The Philosophy of Luck

"Love only that which falls to you and is spun as the thread of your destiny; for what could be better suited to you?" -Marcus Aurelius

How often do we love only that which falls to us? It's far more common that we love that which falls to others. Our genetic makeup, our upbringings, our strengths, and our weaknesses—these are the things that were, as Stoic philosopher and once most-powerful-man-in-the-world Marcus Aurelius put it, spun for us (read: intended for us).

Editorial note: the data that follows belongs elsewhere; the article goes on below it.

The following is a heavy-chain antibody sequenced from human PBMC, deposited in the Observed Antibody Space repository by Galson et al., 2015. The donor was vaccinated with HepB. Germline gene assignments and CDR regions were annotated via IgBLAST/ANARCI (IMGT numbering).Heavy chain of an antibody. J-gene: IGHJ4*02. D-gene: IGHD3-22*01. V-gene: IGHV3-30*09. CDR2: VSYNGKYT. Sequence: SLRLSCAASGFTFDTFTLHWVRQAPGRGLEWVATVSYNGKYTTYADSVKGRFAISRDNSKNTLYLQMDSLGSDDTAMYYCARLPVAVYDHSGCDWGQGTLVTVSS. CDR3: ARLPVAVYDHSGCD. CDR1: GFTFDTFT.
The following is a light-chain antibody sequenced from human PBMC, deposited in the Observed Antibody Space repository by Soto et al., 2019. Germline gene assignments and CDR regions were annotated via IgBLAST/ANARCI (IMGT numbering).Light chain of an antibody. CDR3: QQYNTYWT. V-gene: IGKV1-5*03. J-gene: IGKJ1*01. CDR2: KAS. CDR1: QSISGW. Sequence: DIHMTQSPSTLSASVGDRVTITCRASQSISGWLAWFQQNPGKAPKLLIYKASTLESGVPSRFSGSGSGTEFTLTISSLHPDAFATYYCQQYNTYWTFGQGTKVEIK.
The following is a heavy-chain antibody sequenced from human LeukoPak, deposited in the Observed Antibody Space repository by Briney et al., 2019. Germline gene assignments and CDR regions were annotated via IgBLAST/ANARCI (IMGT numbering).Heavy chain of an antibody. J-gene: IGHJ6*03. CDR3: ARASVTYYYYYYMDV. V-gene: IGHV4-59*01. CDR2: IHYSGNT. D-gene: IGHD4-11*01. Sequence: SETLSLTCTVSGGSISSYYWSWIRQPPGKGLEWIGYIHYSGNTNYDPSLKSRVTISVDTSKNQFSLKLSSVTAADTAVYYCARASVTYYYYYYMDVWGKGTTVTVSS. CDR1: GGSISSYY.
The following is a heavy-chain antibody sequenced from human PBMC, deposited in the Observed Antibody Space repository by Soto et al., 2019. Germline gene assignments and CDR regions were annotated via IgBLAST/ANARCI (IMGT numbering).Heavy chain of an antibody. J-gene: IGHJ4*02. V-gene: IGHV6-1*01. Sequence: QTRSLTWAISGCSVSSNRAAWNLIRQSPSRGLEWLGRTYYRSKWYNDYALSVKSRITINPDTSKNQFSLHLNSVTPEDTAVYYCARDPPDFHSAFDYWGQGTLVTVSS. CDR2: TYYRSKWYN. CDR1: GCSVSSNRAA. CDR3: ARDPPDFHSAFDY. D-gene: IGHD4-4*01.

But sometimes we hate what’s spun for us—so much so that we may find the very notion of certain events being meant for or uniquely assigned to us offensive. That heartbreak, that trauma, that undesired physical attribute... It’s rare that we react to such things with contented acceptance. The beauty of this, though, is that if something was meant for us, we don’t have to be broken by it. We’re not somehow less because something just is. We’re simply playing our part and can continue doing so faithfully.

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